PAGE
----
3. Notable Features
As you’d expect, a car costing nearly $380,000 is going to have a few bells and whistles… and buzzers, claxons, chimes and beepers.
One of the first things you’ll notice about the Wraith is its fastback design. The car’s roofline gently tapers rearward from its apex at the top of the windshield, ultimately meeting up with the decklid. It’s a classic shape and one that’s been very tastefully rendered by designers in Goodwood.
Another characteristic Rolls-Royce feature is the coach doors – suicide doors to commoners like me. Unlike other entrance portals they’re hinged at the rear and swing wide for easy access, though they can be a challenge to close when they’re fully extended. Fortunately they can be electrically operated, shut with the push of a button.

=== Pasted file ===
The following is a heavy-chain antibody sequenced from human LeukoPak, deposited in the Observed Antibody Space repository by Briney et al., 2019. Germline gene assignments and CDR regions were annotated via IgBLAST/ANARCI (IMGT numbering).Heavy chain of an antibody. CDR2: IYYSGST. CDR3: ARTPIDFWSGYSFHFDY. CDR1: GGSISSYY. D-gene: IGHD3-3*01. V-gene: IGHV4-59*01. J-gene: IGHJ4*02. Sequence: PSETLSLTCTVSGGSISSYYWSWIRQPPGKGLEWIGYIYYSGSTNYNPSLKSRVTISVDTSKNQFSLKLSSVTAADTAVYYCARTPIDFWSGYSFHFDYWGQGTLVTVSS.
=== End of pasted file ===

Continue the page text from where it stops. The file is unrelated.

One frivolous sounding but breathtaking addition is the optional Starlight Headliner. This feature debuted on Rolls-Royce’s flagship Phantom but it’s now spread to the Wraith. For an additional $4,975 “craftspeople” will hand weave thousands of fiber optic lamps into the headliner (1,340 to be precise); they produce a soft, shimmering glow, particularly at night.
But the car we evaluated featured a number of pricey extras including lambs’ wool floor mats ($1,225), seat piping ($3,200), an “up lit Spirit of Ecstasy” hood ornament ($3,625), stainless steel pinstripes ($3,975) and color-keyed boot trim ($1,300), among other things.